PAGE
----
#162337  by handyandy
My band plays Scarlet>Fire and I'm the Bob Weir of the group and I always feel unsatisfied when I play this. I'm having trouble getting it to the spacier, jazzier next level of jamming. I focus on playing the B and A with the occasional E thrown in and it sounds dull.

My question is what kinds of chords is Bob using to comp for Jerry? I'm looking for specific ideas and such.

Also if there is a show with Bob very high in the mix for this song that you know of. Please let me know!

 #162345  by strumminsix
What's your Jerry guy doing? B mixo? E mixo? scooting around?

You can go full Jazz with 4, 5, 6 note chords, stacked chords, 11s, 13s, etc..

Or you can explore partial chords and see what's on your pallet, start playing, and listening to what's working in your band. On your pallet you have: B, A, G#m, E, F#m. That's what you play. More importantly you have your timing for when you play. Dance with it. Open up space. Listen to what's working.

I know Bobby developed into a closet jazzer with his chords, and that's great. But that was after years and playing with few notes and learning what other instruments were playing.
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 #162347  by brbadg
After about 12 bars of playing the Bob intro lick ( the beginning riff of the song) during the jam,I'll play off of that.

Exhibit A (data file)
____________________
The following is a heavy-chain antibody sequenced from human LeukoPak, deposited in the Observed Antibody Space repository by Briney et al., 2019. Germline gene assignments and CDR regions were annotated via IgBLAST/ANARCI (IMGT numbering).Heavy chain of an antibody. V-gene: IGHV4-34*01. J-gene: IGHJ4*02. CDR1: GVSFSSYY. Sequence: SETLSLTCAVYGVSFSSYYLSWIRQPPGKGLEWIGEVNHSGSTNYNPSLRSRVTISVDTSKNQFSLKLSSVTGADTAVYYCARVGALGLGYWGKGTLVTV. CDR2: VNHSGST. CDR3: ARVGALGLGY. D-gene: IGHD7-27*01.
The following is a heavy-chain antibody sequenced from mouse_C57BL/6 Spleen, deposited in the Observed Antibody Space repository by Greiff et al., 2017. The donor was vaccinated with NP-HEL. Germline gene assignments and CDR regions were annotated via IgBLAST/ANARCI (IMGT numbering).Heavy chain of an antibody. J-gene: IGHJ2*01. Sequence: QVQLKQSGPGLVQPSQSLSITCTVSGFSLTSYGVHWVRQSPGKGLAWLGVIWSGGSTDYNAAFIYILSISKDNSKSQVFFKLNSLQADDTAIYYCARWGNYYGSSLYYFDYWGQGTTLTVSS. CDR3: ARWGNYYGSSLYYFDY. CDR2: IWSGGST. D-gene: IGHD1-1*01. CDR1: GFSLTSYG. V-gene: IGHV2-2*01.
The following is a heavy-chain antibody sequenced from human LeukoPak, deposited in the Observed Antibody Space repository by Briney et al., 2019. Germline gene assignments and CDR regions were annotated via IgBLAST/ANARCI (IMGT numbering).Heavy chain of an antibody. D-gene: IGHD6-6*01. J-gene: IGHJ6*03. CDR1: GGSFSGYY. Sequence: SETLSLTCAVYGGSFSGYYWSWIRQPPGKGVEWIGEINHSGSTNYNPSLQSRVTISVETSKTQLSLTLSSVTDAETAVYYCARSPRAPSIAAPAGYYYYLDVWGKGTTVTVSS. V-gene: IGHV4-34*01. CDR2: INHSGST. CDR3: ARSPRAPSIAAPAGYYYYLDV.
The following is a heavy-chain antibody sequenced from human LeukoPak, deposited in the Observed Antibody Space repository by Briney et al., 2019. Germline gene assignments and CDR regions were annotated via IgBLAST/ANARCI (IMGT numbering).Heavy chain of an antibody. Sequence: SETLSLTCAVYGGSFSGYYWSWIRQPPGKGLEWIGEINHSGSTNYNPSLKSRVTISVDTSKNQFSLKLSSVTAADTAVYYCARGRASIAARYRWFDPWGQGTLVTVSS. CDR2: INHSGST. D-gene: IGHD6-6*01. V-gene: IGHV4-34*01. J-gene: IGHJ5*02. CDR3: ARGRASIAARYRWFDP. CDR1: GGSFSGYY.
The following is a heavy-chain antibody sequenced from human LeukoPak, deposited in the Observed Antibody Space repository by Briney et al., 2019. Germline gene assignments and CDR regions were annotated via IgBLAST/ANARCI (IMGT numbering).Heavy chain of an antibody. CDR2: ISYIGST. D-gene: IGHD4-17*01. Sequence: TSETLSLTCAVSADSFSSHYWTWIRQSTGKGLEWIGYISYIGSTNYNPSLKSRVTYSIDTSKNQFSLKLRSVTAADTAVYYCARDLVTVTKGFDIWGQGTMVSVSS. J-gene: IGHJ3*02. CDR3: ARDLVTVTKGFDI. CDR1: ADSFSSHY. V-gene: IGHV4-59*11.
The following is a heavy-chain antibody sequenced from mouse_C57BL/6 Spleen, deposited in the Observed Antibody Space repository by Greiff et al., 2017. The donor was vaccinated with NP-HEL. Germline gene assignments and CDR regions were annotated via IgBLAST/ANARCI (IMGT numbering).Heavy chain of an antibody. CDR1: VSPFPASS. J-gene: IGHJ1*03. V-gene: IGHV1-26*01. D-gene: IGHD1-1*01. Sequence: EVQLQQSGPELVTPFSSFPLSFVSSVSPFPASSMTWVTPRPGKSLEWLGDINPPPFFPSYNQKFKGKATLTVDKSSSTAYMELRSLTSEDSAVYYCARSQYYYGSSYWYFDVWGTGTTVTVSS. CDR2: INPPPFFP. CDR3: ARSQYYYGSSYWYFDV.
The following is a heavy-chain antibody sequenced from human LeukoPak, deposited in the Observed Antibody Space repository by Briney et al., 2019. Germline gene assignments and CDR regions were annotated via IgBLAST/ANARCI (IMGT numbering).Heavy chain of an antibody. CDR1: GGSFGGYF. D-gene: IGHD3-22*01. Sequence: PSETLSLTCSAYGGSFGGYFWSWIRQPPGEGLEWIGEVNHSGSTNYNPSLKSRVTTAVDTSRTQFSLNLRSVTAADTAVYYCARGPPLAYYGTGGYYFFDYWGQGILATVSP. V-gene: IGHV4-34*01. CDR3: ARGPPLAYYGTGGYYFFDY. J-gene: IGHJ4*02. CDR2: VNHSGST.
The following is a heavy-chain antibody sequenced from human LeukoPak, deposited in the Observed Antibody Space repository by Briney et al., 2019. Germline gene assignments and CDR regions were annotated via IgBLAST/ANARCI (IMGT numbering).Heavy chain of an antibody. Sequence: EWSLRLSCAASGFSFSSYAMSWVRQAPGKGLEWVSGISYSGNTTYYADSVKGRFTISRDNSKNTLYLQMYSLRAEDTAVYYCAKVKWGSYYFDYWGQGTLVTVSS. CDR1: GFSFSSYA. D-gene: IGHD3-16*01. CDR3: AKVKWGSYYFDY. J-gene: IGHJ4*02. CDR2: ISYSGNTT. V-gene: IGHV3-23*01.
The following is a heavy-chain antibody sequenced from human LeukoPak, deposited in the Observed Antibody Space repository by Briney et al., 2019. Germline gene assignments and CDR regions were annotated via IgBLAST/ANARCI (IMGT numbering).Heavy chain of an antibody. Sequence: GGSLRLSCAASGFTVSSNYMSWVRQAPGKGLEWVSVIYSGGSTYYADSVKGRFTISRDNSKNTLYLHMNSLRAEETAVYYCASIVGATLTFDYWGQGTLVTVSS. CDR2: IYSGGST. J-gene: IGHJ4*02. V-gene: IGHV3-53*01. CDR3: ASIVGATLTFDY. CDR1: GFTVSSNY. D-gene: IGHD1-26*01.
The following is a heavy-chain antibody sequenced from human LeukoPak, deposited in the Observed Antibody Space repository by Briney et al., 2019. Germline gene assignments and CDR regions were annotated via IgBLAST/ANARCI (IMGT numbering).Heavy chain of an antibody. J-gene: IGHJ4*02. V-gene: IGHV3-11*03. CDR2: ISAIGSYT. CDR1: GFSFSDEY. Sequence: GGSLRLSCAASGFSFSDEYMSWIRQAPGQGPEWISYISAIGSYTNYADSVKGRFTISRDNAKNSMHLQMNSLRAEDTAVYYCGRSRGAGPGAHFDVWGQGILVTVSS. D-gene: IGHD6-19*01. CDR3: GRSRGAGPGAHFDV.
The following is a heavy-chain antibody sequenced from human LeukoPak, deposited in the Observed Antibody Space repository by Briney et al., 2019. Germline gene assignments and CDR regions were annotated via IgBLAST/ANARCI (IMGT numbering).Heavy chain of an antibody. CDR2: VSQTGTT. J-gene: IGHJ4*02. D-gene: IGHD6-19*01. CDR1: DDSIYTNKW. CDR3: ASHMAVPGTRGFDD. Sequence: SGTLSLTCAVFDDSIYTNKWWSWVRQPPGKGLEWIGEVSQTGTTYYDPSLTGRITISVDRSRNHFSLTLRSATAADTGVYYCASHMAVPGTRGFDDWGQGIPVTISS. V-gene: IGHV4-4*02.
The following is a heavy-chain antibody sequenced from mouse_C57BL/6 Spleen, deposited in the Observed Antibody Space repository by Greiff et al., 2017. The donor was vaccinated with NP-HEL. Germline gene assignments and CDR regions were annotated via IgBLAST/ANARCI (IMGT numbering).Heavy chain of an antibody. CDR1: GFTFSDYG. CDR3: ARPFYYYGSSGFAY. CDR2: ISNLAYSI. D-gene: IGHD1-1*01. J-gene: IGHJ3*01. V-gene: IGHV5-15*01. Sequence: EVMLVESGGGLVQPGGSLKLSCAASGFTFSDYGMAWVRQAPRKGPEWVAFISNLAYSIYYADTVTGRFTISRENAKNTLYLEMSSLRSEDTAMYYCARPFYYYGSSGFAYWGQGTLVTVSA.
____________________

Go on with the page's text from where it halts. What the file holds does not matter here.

Omit a few notes,whatever I can work in. Then I start playing the B chord to
this chord B9sus4
I may do an E after these 2 occasionally ( like B-B9sus4-e inversions) . The jam in the middle never lasts long enough before it gets to Fire,with my people.I'd like to stretch out a bit more eventually.Try shifting different inversions of the chords. Well,it's a start.
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 #162350  by lovetoboogie
Here a vid with some fairly good camera of Weir as they build that Scarlet jam in B...before dropping into the B>A...

Weir's bag of tricks for this is not complicated chord-wise, lots of stacked piano voicings( inverted chord with root on top), only 2-3 notes at a time...occasional octaves or sus chord with open strings(his mainstay). He favors the diad(2-note voicing) and finds crafty spots on the neck to both slide into them AND hammer on to one of the two notes. Its deceiving because if you just look at his hands he looks like he has a full chord grip(at times)... But his right hand is so solid that he is grabbing just those inside notes on the chord. He rarely will play more than a 3-note voicing...

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 #162354  by strumminsix
aiq wrote: Fri Aug 24, 2018 9:38 am When people talk about modern sounding chords the often are hearing quartal harmonies or stacked fouths. McCoy Tyner. And if Weir is like Tyner's left hand?

Weir had said McCoy Tyner was one of his major inspirations! I listen to old miles with headphones and pull off the miles from my ear just to hear McCoy!
 #162368  by brbadg
It’s cool , but it barely makes a lick of sense to me. I can grasp about 5 % of what he’s saying here. If someone would like to lay this out , that would be great.